In summer, The Lizard explodes into a blaze of colour. Whether you are walking along the cliffs, across the heaths, or through woods and meadows, there is always something to see. To whet your appetite, here is just a small selection of some of the wonderful plants you are more likely to spot in the summer in some of the different habitats across The Lizard.
Its name suggests that Bloody Crane’s-bill ought to be red. However, it is in fact a deep and vivid magenta, a colour that subtly fades as summer marches on. Usually associated with chalk and limestone habitats, here it enjoys the serpentine soils. It gets the name Crane’s-bill from its beak-shaped autumn fruit.
Habitat: Serpentine cliffs and rocks
Photo: Bloody Crane’s-bill (© Natural England/Peter Wakely)
The Cornish people were drinking Chamomile tea well before it became trendy. A popular plant in horticulture (think Chamomile lawn), Wild Chamomile has been in decline, but manages to thrive on The Lizard. Gently crush one of its feathery leaves to get the full benefit of that wonderful apple smell.
Habitat: Coastal grassland
Photo: Wild Chamomile (Amanda Scott)
Its name is a pretty good clue to where you’ll find the vivid yellow, starry flowers of Bog Asphodel. It likes to grow in damp, boggy heathland. This habitat is poor in nutrients; this gained the plant a reputation for causing brittle bones in sheep feeding on it, but the cause was in fact the lack of calcium, an essential nutrient for the animals, in the soil. Even so, you’ll still sometimes hear Bog Asphodel called Bonebreaker.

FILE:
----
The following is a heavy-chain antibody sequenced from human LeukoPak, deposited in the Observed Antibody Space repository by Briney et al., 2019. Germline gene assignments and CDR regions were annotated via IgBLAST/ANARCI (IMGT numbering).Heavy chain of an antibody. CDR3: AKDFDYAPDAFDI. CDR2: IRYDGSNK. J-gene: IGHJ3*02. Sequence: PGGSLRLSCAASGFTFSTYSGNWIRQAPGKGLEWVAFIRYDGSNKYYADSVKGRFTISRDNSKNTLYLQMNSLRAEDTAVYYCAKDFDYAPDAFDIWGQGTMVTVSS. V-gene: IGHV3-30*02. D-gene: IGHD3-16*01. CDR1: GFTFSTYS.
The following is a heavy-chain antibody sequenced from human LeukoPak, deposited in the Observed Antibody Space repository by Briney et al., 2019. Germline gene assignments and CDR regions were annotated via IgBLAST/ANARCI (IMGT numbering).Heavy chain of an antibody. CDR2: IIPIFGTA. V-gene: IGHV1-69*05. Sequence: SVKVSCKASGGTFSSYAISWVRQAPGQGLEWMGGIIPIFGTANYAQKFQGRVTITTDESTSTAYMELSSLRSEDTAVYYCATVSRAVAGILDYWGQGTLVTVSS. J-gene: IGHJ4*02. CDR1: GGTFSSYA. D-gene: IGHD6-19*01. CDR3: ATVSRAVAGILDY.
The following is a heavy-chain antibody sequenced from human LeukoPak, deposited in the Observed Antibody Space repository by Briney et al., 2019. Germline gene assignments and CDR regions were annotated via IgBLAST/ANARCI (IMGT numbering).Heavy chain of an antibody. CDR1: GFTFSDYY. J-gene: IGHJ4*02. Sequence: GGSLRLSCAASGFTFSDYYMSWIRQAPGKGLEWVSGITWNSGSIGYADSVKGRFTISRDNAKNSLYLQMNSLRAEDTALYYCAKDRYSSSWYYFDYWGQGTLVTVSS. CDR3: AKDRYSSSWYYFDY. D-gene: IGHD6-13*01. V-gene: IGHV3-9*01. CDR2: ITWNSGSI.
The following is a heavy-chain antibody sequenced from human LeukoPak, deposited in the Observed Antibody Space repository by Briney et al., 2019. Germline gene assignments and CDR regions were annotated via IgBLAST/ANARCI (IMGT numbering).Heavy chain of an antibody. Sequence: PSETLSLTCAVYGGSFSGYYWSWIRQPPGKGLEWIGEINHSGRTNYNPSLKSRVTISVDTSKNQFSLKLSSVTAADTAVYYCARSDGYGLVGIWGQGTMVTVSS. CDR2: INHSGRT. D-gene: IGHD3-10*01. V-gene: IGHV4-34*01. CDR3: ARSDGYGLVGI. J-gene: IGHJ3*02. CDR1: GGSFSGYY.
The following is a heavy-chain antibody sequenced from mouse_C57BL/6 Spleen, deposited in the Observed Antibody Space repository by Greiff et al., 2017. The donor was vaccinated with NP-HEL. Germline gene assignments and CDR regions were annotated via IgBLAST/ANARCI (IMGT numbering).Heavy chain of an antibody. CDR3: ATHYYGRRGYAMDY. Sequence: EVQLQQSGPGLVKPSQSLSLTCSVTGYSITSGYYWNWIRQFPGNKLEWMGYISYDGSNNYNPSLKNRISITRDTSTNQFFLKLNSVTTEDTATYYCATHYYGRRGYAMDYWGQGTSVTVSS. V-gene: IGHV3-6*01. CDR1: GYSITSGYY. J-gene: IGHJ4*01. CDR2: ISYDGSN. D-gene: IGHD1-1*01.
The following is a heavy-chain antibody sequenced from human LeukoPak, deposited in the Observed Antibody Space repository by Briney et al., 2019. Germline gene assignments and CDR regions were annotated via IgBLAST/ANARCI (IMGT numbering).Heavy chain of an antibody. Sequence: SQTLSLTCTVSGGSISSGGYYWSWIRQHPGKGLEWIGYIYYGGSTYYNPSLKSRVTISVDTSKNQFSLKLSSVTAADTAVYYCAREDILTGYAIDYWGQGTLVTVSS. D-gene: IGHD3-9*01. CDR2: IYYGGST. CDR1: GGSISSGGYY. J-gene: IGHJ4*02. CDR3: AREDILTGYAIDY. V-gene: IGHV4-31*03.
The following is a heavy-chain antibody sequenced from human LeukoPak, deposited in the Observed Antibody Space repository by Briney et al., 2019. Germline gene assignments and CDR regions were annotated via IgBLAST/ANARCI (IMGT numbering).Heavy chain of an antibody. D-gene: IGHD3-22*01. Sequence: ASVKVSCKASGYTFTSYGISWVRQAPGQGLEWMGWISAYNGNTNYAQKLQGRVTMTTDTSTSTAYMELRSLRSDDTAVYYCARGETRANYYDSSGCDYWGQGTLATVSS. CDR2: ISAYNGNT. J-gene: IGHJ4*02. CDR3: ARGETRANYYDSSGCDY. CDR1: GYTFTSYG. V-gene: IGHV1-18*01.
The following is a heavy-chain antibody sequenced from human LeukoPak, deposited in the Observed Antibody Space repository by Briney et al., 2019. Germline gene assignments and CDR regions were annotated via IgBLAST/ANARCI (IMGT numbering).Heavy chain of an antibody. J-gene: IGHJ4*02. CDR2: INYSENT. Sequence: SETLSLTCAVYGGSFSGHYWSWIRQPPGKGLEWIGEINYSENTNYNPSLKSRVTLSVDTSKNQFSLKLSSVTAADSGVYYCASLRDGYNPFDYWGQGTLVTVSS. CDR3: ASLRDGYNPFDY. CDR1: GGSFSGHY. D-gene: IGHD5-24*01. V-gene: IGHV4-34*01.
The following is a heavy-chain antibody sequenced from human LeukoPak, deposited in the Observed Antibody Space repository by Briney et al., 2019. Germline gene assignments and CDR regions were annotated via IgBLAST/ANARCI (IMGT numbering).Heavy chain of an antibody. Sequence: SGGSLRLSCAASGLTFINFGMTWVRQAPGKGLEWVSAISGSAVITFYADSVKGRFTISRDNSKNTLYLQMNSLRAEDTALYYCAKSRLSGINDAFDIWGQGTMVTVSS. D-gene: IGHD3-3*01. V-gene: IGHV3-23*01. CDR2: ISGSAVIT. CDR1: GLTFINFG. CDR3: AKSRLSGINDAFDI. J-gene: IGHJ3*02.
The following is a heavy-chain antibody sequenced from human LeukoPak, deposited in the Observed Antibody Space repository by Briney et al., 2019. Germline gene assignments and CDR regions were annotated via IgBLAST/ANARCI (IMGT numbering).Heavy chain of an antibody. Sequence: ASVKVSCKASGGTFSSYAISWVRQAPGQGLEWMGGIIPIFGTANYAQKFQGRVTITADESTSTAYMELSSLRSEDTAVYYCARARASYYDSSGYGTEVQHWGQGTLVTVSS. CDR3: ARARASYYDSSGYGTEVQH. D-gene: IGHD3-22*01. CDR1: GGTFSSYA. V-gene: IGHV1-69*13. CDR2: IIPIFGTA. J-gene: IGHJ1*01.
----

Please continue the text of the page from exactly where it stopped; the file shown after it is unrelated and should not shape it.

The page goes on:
Habitat: Damp/boggy heathland
Photo: (© Natural England/Allan Drewitt)
From mid-summer, you can spot the purple-tinged flowers and leaves of Sea-holly on sand dunes and beaches. Loe Bar is a good place to find this prickly plant. It’s not in fact a relation of the familiar woodland Holly; it’s a member of the Carrot family (Umbellifers).
Habitat: Sand dunes and sandy beaches
Photo: Sea Holly at Loe Bar (Amanda Scott)
Flowering from mid-July into the autumn, Devil’s-bit Scabious can be found in meadows, woodland glades and heathland. Importantly, it’s the caterpillar foodplant of the Marsh Fritillary, a threatened butterfly species, which has populations on The Lizard.
Habitat: Woodland, meadows, heathland
Photo: Devil’s-bit Scabious on Mullion Cliffs (Amanda Scott)
To finish with one of The Lizard’s famous rarities, in mid-summer try to spot the tiny Yellow Centaury. It’s easy to miss, but is associated with the trackways that criss-cross the heathlands. The Grochall track from Mile End (on the A3083) which heads towards Kynance Cove is a good place to look.
Habitat: Heathland, especially the old trackways
Photo: Yellow Centaury (Amanda Scott)
If you want to find out more about plants you can see on The Lizard, why not browse our online library of plant species: for each listed, there are photographs and a description to help you to identify them.